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Middle East: Business & Economics: Industry
Find books, articles, and online resources about business and economics in the Middle East.
This study analyses the perspectives of industrialization in Africa, taking the example of edible oil industry, one of the historical and most important sub-sectors, in two countries. The study focuses on three important aspects for success of industry: the linkages between industry and agriculture, the performance of public and private enterprises, and the impact of government policy on the sector.
This book is the fifth in a series of books on the major petroleum and gas exporting nations, most of them part of the developing world. Because of its gas dimension, Algeria occupies a special position in the global economy, particularly with regard to Europe. At the same time, despite its efforts to diversify the economy, Algeria still finds that its prospects are closely bound to the future of oil and gas.
This is the second book published by the World Bank on behalf of the Mediterranean Development Forum partnership of 10 Middle East and North Africa regions. The volume is a joint publication with the Economic Research Forum for the Arab Countries, Iran and Turkey.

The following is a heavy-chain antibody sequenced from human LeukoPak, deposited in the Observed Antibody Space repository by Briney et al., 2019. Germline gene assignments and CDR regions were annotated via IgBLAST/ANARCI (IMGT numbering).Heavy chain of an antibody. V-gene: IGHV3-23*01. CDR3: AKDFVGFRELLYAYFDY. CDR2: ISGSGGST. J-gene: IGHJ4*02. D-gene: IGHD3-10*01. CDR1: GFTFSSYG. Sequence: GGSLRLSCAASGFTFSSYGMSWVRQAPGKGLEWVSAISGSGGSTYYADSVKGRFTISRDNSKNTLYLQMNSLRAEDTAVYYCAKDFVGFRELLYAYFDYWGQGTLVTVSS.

Exploration of the potential for the privatization of some of Iran's national institutions, in particular whether there is the political will to privatize the Iranian oil and gas industry. Provides a theoretical basis for the determination of privatization policy and presents an historical overview of Iran since World War II, in order to build a context for the determinants of privatization policy in Iran.
Recent empirical evidence on the impact of reforms in a number of developing countries shows that such persistence of inefficiency and market power is specific to MENA. Showcasing in-depth analyses from Jordan, Morocco, Tunisia, and Turkey (with comparative data from Asia and Latin America), this book focuses on the dynamics of firm entry and exit to help explain the low productivity of the region.
Dirk Vandewalle supplies a detailed analysis of Libya's political and economic development since the country's independence in 1951, basing his account on fieldwork in Libya, archival research in Tripoli and personal interviews with some of the country's top policymakers.